High hydrostatic pressure in the range of several dozen MPa, are generally assumed to be nonlethal but exert adverse impacts on growth of organisms that are adapted to atmospheric pressure. Deep-sea organisms have established intracellular mechanisms to cope with such extreme environments. A living cell is composed of myriad molecules including nucleic acids, proteins, lipids, ions, and various low molecular compounds. These molecules interact with each other transiently or statically, eventually eliciting innumerable intermolecular interactions even in a small microbial cell. The complexity hampers the understandings of adaptive mechanisms to high pressure employed by deep-sea organisms. Studies with model organisms such as a bacterium Escherichia coli and a yeast Saccharomyces cerevisiae offer breakthroughs to unravel the effects of high pressure on the complex intermolecular networks in living cells. This review summarizes recent advances in high-pressure biology as well as classic issues in this field, especially focusing on remodeling of intracellular systems to adapted to high-pressure environments.
Eukaryotic flagella and cilia generate rhythmical beating motions. When the structure is partially defective, the motility is severely impaired. We have developed a high-pressure microscope that is optimized both for the best image formation and for the stability to hydrostatic pressure up to 150 MPa. Here, we show that high hydrostatic pressure induces vigorous beating motion of Chlamydomonas flagella with defect structures. In addition, our results suggest that application of pressure increased intra-flagella Ca2+ concentration. The present technique could be extended to study other protein machineries and cell dynamics.
Hydrostatic pressure is one of the fundamental and significant external stimuli, and thus, has attracted attention in synthetic chemistry and photo-physical and -chemical processes. In considering weak interaction systems such as biological and supramolecular reactions on the basis of thermodynamics, enthalpy and entropy changes exquisitely keep the balance each other according to the enthalpy-entropy compensation law, meaning that it seems to be difficult to control reactions/rates by only either of these parameters. On the other hand, reaction/activation volume change (ΔV)-based hydorstatic pressure (P) control turns out to be an alternative to the conventional control method. In this review, we wish to report our recent hydrostatic pressure-spectroscopic results on ΔV as solvation, conformational change, molecular recognition, and biological reaction.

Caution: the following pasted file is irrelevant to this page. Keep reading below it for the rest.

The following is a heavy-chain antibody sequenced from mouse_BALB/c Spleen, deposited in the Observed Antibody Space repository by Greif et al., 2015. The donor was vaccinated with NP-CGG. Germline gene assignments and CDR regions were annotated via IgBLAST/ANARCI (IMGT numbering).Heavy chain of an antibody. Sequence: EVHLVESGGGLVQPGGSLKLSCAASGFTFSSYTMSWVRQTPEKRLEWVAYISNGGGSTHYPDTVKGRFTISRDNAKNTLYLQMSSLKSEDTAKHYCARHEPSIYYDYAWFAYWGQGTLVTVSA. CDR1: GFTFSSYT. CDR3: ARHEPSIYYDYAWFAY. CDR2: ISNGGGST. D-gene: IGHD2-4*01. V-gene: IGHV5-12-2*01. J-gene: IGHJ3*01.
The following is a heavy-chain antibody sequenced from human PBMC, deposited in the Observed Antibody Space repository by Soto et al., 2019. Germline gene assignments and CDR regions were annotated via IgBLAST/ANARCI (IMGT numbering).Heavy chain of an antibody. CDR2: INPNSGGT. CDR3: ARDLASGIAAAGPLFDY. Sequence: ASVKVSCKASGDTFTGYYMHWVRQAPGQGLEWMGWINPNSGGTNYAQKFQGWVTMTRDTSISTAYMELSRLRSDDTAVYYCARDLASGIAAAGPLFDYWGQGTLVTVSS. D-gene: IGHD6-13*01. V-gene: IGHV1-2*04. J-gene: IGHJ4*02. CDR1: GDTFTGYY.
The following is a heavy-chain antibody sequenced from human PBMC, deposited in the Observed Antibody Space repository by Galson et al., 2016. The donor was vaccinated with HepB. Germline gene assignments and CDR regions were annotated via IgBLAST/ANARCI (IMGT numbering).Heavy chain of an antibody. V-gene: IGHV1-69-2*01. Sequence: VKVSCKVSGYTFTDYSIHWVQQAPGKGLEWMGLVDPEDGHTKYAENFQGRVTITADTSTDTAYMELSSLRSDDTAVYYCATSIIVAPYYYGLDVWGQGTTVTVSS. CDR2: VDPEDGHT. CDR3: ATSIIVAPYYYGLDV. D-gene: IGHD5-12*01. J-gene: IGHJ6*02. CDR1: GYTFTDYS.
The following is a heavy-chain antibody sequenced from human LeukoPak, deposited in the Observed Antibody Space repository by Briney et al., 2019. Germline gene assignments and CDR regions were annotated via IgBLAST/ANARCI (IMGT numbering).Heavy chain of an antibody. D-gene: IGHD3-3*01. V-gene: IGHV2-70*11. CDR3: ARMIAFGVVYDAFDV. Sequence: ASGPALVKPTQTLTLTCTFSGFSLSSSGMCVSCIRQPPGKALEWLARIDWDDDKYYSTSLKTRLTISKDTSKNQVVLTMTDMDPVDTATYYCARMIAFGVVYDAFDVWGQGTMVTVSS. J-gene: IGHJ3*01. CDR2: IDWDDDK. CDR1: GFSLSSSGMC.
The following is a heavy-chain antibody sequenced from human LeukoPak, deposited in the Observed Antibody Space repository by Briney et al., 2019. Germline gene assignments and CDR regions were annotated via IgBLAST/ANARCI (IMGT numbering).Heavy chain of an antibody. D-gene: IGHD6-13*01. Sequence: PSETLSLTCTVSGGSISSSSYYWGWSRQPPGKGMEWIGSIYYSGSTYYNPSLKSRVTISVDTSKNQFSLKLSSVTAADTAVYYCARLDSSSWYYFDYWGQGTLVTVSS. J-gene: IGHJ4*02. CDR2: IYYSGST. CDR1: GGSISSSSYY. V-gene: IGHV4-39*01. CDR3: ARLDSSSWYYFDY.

Recently isotactic poly(4-methyl-1-pentene) (P4MP1) has been found to selectively absorb long-chain alkanes from alkane mixed systems. In this article, we introduce the idea of this study from the pressure-temperature phase diagram. We also show that such selective absorption characteristics can be explained from a simple model, namely Asakura-Oosawa theory, and the relationship with molecular recognition is explained.
Host-guest interactions between a pair of naphthalene-based molecular tubes (i.e., anti-isomer and syn-isomer) and 1,4-dioxiane have been studied to understand selective recognition. Volume changes for complexation of the amide naphthotubes with 1,4-dioxane were investigated using high-pressure fluorescence and high-pressure NMR spectroscopy. We found that the partial molar volume change (ΔV°) for the association of 1,4-dioxane with the naphthotubes was －6.3±0.1 mL mol－1 for the anti-isomer and 3.2±0.4 mL mol－1 for the syn-isomer. To elucidate the molecular basis of ΔV°, molecular dynamics simulations of the complexation process were also performed. The difference in ΔV° was attributed to variations in the shape and hydration of naphthotube hydrophobic cavities.
We have begun to study phase transitions of phospholipid bilayer membranes under high pressure from the most representative model-membrane phospholipid, dipalmitoylphosphatidylcholine (DPPC), early in the 1990s and accumulated many bilayer phase diagrams of various kinds of phospholipids depending on pressure and temperature until now. In this review, the comprehensive study on the phospholipid bilayer membranes under high pressure based on the temperature and pressure phase diagrams is described and the correlation among thermodynamic variables, lipid molecular structures and membrane states is explained.
The recent collaboration between theory and experiment has led to the discovery of high-Tc superconductive hydrogen dominant compounds under ultra-high pressure over one million atmospheres which can be attained by the recent advances in technology using diamond anvil cell. Although there are still various difficulties in measuring the physical properties of materials under ultra-high pressure, high-pressure is expected as an important parameter for development of novel functional materials and search for physical properties, which cannot be realized at ambient pressure. In this article, I review the recent results on the search for pressure-induced superconductivity in sulfur hydride system.